[an error occurred while processing this directive]
BBC News
watch One-Minute World News
Languages
Last Updated: Sunday, 30 September 2007, 10:25 GMT 11:25 UK
US optimistic after N Korea talks
US envoy Christopher Hill at the six-party talks on 27 November 2007
Mr Hill said the talks had been the "least stressful"
The US has expressed optimism about reaching agreement on ending North Korea's nuclear programme, after the latest round of international talks.

US envoy Christopher Hill said China had drafted a useful joint statement on the next phase in the process.

He said it would lay out "an entire road map through to the end of the year" if it was agreed to.

The six-nation talks, in Beijing, have been halted for two days while envoys take the plan to their governments.

Pyongyang agreed in February to disable its nuclear programme in return for aid and diplomatic benefits. It has already shut down its main nuclear reactor at Yongbyon.

FEBRUARY DEAL
N Korea to "shut down and seal" Yongbyon reactor, then disable all nuclear facilities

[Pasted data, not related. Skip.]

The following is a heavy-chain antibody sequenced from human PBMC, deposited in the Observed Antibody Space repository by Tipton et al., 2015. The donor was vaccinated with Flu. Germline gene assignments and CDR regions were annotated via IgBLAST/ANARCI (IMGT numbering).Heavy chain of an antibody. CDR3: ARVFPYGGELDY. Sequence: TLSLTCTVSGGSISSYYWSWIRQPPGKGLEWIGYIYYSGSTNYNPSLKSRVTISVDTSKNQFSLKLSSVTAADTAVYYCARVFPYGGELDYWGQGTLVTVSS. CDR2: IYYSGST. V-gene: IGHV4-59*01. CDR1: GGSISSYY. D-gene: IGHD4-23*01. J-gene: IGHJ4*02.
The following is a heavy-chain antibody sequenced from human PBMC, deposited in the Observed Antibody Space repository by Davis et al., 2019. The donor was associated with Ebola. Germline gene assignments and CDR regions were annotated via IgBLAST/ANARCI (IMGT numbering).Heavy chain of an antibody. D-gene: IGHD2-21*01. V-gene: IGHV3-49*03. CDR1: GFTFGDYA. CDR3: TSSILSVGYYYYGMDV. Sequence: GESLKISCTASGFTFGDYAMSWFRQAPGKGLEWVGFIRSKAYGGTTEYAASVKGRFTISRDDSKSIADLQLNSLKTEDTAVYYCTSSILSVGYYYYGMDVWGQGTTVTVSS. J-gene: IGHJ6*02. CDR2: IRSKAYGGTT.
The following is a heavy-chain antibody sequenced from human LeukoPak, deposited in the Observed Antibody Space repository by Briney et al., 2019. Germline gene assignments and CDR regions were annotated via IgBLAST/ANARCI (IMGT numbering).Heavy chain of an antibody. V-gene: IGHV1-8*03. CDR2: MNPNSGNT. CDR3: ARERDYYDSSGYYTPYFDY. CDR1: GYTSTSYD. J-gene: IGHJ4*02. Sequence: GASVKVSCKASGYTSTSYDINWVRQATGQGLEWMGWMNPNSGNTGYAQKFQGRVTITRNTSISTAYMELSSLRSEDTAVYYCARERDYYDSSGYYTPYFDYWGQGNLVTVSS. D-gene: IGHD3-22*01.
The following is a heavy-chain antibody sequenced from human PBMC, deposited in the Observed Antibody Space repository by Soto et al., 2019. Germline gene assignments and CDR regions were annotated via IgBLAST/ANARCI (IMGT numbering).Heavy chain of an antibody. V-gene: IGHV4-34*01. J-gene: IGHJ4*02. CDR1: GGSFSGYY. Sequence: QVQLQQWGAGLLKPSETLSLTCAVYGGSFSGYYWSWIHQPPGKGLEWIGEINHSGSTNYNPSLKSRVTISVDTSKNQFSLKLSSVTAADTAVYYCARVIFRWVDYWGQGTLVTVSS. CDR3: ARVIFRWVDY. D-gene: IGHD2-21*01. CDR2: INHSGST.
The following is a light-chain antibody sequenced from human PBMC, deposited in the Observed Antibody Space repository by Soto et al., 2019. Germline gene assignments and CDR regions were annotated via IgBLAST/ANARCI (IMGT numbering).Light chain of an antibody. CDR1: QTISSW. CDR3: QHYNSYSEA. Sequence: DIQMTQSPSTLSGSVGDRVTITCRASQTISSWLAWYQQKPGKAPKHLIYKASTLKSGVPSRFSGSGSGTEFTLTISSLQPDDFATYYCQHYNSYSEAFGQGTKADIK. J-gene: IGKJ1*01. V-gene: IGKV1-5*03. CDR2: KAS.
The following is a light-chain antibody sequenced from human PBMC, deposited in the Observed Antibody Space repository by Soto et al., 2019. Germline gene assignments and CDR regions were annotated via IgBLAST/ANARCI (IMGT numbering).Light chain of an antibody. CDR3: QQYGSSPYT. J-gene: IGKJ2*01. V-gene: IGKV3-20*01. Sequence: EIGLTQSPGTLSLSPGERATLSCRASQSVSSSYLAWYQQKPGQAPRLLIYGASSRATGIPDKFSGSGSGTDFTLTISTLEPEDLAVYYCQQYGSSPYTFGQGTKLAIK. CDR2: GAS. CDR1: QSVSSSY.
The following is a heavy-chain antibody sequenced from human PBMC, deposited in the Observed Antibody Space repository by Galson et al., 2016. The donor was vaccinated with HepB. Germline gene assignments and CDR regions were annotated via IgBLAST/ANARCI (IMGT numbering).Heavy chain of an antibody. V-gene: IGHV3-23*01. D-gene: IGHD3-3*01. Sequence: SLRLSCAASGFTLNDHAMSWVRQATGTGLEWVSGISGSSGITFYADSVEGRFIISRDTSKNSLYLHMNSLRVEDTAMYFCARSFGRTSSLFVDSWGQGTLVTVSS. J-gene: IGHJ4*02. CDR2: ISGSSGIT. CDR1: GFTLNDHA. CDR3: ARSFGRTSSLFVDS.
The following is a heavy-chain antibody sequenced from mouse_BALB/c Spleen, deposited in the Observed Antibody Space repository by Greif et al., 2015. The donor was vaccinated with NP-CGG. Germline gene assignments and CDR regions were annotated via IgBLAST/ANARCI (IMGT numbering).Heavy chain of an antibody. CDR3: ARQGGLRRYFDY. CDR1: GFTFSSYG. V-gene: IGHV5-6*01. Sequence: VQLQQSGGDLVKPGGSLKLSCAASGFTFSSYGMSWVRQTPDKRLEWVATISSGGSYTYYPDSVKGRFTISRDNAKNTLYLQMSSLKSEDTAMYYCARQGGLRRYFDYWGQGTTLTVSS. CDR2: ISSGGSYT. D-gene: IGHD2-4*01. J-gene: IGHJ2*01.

In return, will be given 1m tons of heavy fuel oil
N Korea to invite IAEA back to monitor deal
Under earlier 2005 deal, N Korea agreed to end nuclear programme and return to non-proliferation treaty
N Korea's demand for light water reactor to be discussed at "appropriate time"

Negotiators from China, Japan, Russia, the US and the two Koreas have spent the past four days thrashing out the details of the next phase of denuclearisation.

Mr Hill said the joint statement, drafted by China, was "full of detail" and "very comprehensive".

"We are really into the nuts and bolts now of implementing denuclearisation."

He described the talks as the "least stressful in terms of coming up with common positions".

Mr Hill said the delegates were close to agreeing on what "disabling" nuclear facilities meant in practice - an issue that had previously been a stumbling block.

The BBC's Michael Bristow in Beijing says officials are aware that the talks have brought many unexpected twists, so they are wary of declaring success prematurely.

North Korea's nuclear ambitions first attracted international attention in 2002.

Despite numerous summits and high-level talks, Pyongyang tested its first nuclear device in October 2006.



FEATURES, VIEWS, ANALYSIS
Has China's housing bubble burst?
How the world's oldest clove tree defied an empire
Why Royal Ballet principal Sergei Polunin quit

PRODUCTS & SERVICES

Americas Africa Europe Middle East South Asia Asia Pacific